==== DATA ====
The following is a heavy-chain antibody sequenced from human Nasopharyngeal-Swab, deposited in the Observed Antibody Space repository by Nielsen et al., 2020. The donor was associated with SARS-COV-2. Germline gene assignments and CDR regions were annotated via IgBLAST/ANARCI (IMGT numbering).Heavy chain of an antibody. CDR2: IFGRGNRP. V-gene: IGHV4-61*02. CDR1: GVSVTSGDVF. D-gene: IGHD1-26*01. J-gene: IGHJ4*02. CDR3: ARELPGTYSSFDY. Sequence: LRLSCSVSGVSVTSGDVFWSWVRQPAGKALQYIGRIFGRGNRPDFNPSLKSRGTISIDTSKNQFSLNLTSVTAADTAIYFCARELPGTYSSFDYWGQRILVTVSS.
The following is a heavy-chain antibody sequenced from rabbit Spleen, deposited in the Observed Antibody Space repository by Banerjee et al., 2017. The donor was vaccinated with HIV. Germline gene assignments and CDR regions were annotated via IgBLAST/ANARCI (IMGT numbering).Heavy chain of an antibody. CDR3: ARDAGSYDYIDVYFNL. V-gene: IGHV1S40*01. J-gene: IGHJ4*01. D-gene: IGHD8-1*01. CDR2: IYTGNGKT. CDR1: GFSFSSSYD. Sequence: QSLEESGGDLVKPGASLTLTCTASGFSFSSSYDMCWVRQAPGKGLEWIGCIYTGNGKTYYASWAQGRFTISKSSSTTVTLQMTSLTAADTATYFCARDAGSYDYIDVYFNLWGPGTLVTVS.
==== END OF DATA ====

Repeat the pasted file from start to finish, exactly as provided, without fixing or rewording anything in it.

The following is a heavy-chain antibody sequenced from human Nasopharyngeal-Swab, deposited in the Observed Antibody Space repository by Nielsen et al., 2020. The donor was associated with SARS-COV-2. Germline gene assignments and CDR regions were annotated via IgBLAST/ANARCI (IMGT numbering).Heavy chain of an antibody. CDR2: IFGRGNRP. V-gene: IGHV4-61*02. CDR1: GVSVTSGDVF. D-gene: IGHD1-26*01. J-gene: IGHJ4*02. CDR3: ARELPGTYSSFDY. Sequence: LRLSCSVSGVSVTSGDVFWSWVRQPAGKALQYIGRIFGRGNRPDFNPSLKSRGTISIDTSKNQFSLNLTSVTAADTAIYFCARELPGTYSSFDYWGQRILVTVSS.
The following is a heavy-chain antibody sequenced from rabbit Spleen, deposited in the Observed Antibody Space repository by Banerjee et al., 2017. The donor was vaccinated with HIV. Germline gene assignments and CDR regions were annotated via IgBLAST/ANARCI (IMGT numbering).Heavy chain of an antibody. CDR3: ARDAGSYDYIDVYFNL. V-gene: IGHV1S40*01. J-gene: IGHJ4*01. D-gene: IGHD8-1*01. CDR2: IYTGNGKT. CDR1: GFSFSSSYD. Sequence: QSLEESGGDLVKPGASLTLTCTASGFSFSSSYDMCWVRQAPGKGLEWIGCIYTGNGKTYYASWAQGRFTISKSSSTTVTLQMTSLTAADTATYFCARDAGSYDYIDVYFNLWGPGTLVTVS.